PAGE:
Young sacrifice

Rafi and Me (photo by Jeff Samuels)

Earlier today, as I sat at the kitchen table chatting with my daughter Orli, she nonchalantly handed over a small folder, which she’d brought home from school.

Not having the first clue what it was, she announced that it contained her brother, Rafi’s, Te’udat Bagrut, the certificate which kids receive at the end of their school careers.

The bagrut ceremony took place in school last Friday, but sadly, Rafi wasn’t able to attend as he couldn’t leave his base.

This certificate confirmed that Rafi has successfully passed all of his high school exams and further, that he can go on to higher education in Israel.
It’s a bit like an A’Level certificate in the UK.

I opened the folder and gazed at it, not really knowing what it meant.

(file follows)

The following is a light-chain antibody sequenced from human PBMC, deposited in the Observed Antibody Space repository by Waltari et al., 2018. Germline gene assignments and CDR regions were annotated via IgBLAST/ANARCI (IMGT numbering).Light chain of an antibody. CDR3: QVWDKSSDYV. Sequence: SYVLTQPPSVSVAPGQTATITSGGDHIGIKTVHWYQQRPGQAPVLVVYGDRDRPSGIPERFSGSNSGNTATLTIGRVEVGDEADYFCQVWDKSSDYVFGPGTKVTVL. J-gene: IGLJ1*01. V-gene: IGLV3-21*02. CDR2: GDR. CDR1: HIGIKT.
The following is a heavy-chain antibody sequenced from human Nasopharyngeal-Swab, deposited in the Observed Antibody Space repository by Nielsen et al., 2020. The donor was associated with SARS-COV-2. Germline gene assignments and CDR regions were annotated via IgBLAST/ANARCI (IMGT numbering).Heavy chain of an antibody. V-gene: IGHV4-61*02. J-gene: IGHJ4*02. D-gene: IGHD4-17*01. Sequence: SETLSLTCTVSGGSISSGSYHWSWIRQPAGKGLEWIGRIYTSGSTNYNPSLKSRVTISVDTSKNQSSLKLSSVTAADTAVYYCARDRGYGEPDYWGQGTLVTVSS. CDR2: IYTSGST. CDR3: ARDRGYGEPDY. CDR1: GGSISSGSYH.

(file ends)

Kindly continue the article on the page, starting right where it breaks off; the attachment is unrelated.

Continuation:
I couldn’t ask my son as he is out of reach, somewhere in the north of the country completing the final stages of his special forces training.

I couldn’t even send him a picture of it and wish him Mazal Tov as he doesn’t have his phone with him.

And then it dawned on me.

As a result of his service, Rafi (and many others like him), missed out on the honour of being presented with the certificate for which he worked so hard during his final school years.

No big awards’ ceremony or celebrations for him.

Instead, the certificate was simply passed to his sister to bring home for him.
This is one of the sad realities of life here…even during the seminal moments in a young person’s life, here in Israel, sacrifices have to be made.

About the Author
I’m a British lawyer from Manchester. I made aliyah in 2016 and now live in Netanya with my husband, 3 children and 3 dogs. As I wasn’t able to pursue my legal career here in Israel, I started a small business editing English language papers for academics. I also write short stories or ‘blogs’ about the trials and tribulations of my new life.
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